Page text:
Lexical Tone, Intonation, And Their Interaction: A Scopal Theory Of Tune Association
There is still much to be learned regarding the nature of the interaction between lexical tone and utterance-level intonation. Previous studies in individual languages tend to be too narrow, focusing on ways to model the final F0 output without regard to cross-linguistic implications; studies mainly concerned with phonological patterns across languages tend to over-generalize, missing or glossing over many language-specific and category-specific phenomena. This dissertation attempts to address the gap left by these previous studies. The first part of the dissertation presents results from a series of production and perception experiments conducted for a handful of tone languages, including Standard Mandarin, Henanhua, Cantonese, North Kyeongsang Korean, and Kansai Japanese (a family of dialects including Shiga, Kyoto, Osaka, and Kobe Japanese). The production experiments were designed to elicit multiple renditions of various lexical tones in declarative and echo question contexts, and the perceptual experiments were designed to test the degree of recoverability for each communicative function (lexical tone and utterance-type intonation) in the various conditions. The second part of the dissertation considers the implications of the experimental results for building a comprehensive model of speech melody. First, by examining the behavior of intonation across tonal categories within each language, it is shown that there is evidence for unpredictable tone-dependent intonation implementation, suggesting that our model must allow for some interaction between the two at some level before phonetic implementation (a principle taken for granted by some models and ruled out by others). In addition, the results are assessed cross-linguistically, characterizing the ways in which the model must be parameterized. Finally, an enhanced autosegmental-metrical model that meets both of the above demands is proposed. The model includes an autosegmental geometry that encodes lexical tones in languages like Mandarin and Cantonese as tunes associated with syllables and so-called "accentual melodies" in languages like Kansai Japanese and NKK as tunes associated with words. The scope of a given melodic unit's effect on an utterance is determined by the level(s) of the prosodic constituent(s) with which it is associated.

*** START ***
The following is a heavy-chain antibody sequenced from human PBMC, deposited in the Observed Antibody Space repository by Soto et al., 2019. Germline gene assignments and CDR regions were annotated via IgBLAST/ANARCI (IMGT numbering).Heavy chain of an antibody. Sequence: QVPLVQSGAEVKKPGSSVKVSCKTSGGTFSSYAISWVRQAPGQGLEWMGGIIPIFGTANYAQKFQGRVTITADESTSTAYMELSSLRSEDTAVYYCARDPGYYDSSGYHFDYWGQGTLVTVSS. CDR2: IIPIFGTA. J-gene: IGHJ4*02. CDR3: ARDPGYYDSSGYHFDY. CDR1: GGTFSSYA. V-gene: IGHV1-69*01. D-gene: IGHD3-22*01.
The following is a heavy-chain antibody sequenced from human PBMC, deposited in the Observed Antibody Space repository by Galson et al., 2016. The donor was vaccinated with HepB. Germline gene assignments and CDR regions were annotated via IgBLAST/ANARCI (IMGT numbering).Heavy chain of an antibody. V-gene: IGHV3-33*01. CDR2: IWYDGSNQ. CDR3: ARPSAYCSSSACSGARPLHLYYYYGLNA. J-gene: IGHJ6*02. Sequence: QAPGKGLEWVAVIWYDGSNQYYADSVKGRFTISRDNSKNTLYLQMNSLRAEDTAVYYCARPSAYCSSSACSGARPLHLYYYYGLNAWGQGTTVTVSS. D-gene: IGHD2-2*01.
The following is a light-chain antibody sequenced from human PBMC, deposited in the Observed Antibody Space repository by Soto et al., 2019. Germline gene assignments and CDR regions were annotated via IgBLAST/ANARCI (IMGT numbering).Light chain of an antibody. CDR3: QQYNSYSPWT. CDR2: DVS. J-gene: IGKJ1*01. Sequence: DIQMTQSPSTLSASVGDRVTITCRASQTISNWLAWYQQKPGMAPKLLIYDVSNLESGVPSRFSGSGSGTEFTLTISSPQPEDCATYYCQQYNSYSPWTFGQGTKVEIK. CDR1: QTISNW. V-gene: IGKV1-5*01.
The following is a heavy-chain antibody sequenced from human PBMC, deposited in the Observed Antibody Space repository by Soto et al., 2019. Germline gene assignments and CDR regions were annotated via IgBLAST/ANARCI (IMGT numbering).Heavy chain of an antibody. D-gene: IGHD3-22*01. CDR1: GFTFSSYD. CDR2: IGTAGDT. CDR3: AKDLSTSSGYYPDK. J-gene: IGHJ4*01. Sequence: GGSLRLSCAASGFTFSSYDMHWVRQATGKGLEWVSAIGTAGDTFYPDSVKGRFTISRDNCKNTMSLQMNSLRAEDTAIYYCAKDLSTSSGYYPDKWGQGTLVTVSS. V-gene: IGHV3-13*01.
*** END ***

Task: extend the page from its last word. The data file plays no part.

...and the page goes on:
phonology; tone; intonation
Cohn, Abigail C; Zec, Draga; Whitman, John
Ph.D. of Linguistics
Doctor of Philosophy
dissertation or thesis